I am a gay widower. I am not single. I am perhaps no longer married. I am a gay man in grief. I am two months into this new identity. This is who I am today. This is who I'll be tomorrow.

I am still not clear how to move about my world with this new identity, or with this considerable pain. I continue to seek guidance in my grief by the looking to others. Their image may not be immediately clear, but they are becoming clearer to me every day. With each day my own reflection will become clearer. I will see myself emerge from this, changed.

28 comments:

  1. Dan, My friend just pointed out your blog to me, and I read your post about your husband and the support group you have recently started. I wonder if, perhaps, this is why you were unable to find this sort of group before ... perhaps you were meant to start one yourself. It's clear from your beautifully eloquent post that you have a kind passion for what you are doing, right there in the middle of your own profound pain. I can't help but think that many will be wonderfully touched by what you have started. I was very moved by your post.

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  2. Thank you for such kind words of encouragement. I'm trying to be authentic as possible. Healing is contagious.

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  3. I can't imagine what you are going through as a gay widower. I feel isolated in my small community as have yet to find any in my peer group - close to my age and with children as young as mine. This is why the on-line community has been immensely helpful to me. Finding someone who really understands where you are coming from is invaluable - though I have also found comfort with those who are older, with older children, even those with no children, as many of the emotions and experiences in grief carry those common threads you spoke of.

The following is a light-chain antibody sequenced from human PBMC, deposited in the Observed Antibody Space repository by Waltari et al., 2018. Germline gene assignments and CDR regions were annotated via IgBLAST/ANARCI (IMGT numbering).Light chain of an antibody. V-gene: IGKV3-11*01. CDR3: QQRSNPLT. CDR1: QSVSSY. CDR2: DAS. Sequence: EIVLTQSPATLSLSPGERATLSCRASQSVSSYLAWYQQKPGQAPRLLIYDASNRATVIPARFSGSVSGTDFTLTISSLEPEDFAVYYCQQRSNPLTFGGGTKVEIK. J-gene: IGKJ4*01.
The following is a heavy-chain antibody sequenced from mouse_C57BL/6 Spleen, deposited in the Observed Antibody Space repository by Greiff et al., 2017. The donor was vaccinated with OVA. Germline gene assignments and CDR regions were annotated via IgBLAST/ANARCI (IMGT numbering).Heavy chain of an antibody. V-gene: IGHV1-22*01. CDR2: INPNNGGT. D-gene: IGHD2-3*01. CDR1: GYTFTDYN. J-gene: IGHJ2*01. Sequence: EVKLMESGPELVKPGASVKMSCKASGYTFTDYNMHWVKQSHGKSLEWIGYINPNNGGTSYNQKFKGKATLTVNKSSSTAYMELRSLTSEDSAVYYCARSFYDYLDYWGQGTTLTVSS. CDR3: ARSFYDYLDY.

It's sadly true that there are only a few straight widowers discussing their experience, I can only imagine how difficult it must be to find a gay widower to relate to. I'm so glad to hear that you finally found the group who can really relate, and that you have found some of those common threads with the rest of us here.

    ~C~